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Walgreens Caves to Republicans, Limits Sales of Another Reproductive Healthcare Item

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Dammit, Walgreens, this is why we can’t have nice things.

And by “nice things,” I mean things that are essential to reproductive health. Ever since the overturn of Roe v. Wade, the the reproductive health of tens of millions of people has been in jeopardy. While many are still reeling from the decision, Walgreens appears to be eager to show their support. Even in places where abortion remains legal.

How is Walgreens

Republican Senators across the country have written to Walgreens demanding that the store discontinue sale of its abortion pills—even in states where abortion has not been made illegal. The pills are the nation’s most popular choice for ending a pregnancy, and will become more difficult to obtain in the coming months. In an effort to remain out of legal hot water, the company announced that it will not be stocking the pills at any of its brick and mortar locations within certain states. The purchase of said pills will also not be possible online, even though in many of these states it is still legal to do so.

As of now, the company is not distributing these pills anywhere in the country. However, they are currently looking for certification to do so in some states. They have declined to say which states, likely in an effort to avoid further conservative ire. According to E. Michael Murphy, a government advisor at the American Pharmacists Association, there are “blatant contradictions” between state and federal laws regarding abortion pill access that make it “challenging to identify what is legal and what is not legal.”

Republicans are erring on the side of “illegal.” In response to the Biden administration’s move to allow pharmacies to sell the pills as part of a nationwide effort to expand abortion access, a group of Republican attorneys general have written letters to CVS, Rite Aid, Walmart, and numerous other pharmacy chains demanding that they refuse to sell the medication. According to their interpretation, the Biden administration is circumventing laws around dispensing and mailing abortion pills. “In my letter to Walgreens, we made clear that Kansas will not hesitate to enforce the laws against mailing and dispensing abortion pills, including bringing a RICO action to enforce the federal law prohibiting the mailing of abortion pills,” said Kansas Attorney General Kris Kobach in a statement. He went on to say that he was “grateful” that the store “intends to comply with the relevant laws.” But in Kansas, those laws are especially complex. The Kansas law that bans patients from obtaining the pills from anyone but a physician is currently blocked in court.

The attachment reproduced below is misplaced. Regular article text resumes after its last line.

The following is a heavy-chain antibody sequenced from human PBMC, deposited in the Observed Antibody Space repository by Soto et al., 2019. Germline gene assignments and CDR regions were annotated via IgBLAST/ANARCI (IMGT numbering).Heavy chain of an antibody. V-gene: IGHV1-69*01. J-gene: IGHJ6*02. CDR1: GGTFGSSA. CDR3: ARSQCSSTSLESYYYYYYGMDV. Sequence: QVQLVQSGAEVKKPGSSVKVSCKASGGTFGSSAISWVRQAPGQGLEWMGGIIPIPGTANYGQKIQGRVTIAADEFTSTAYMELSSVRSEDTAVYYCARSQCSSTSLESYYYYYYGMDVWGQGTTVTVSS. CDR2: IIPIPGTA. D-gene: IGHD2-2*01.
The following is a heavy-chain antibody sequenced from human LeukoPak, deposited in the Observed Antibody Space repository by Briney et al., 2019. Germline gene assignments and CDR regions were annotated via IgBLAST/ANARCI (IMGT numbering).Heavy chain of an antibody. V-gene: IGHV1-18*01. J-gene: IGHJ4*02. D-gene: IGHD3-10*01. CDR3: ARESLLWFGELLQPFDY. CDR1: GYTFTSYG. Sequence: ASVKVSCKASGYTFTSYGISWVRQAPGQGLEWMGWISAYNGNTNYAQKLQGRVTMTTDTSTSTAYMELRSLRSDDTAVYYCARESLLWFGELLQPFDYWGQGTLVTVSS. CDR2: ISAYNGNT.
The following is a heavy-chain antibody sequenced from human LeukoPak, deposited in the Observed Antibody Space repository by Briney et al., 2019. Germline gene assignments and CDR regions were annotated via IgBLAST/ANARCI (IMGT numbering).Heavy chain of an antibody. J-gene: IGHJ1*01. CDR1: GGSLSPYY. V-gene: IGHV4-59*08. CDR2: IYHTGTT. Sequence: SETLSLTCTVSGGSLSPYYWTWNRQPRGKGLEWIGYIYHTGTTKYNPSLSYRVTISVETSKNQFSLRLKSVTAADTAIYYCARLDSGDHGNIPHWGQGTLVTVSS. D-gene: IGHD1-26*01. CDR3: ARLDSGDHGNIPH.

Anti-abortion groups around the nation are resorting to similar scare tactics against Walgreens and other pharmacies. They are currently mounting a nationwide campaign against the sale of abortion pills, and intend to picket outside of dozens of pharmacies in the coming weeks. Other groups have written to Walgreens and CVS threatening “legal ramifications” should the companies not comply with their demands. A spokesperson for the anti-abortion group Students For Life (a name that makes it sound like none of them will ever graduate high school) applauded Walgreens’ decision to limit sales of the pills, saying they were thrilled that “pro-life concerns are being heard” by corporations. Oh, they hear them. We all do. You people never shut up.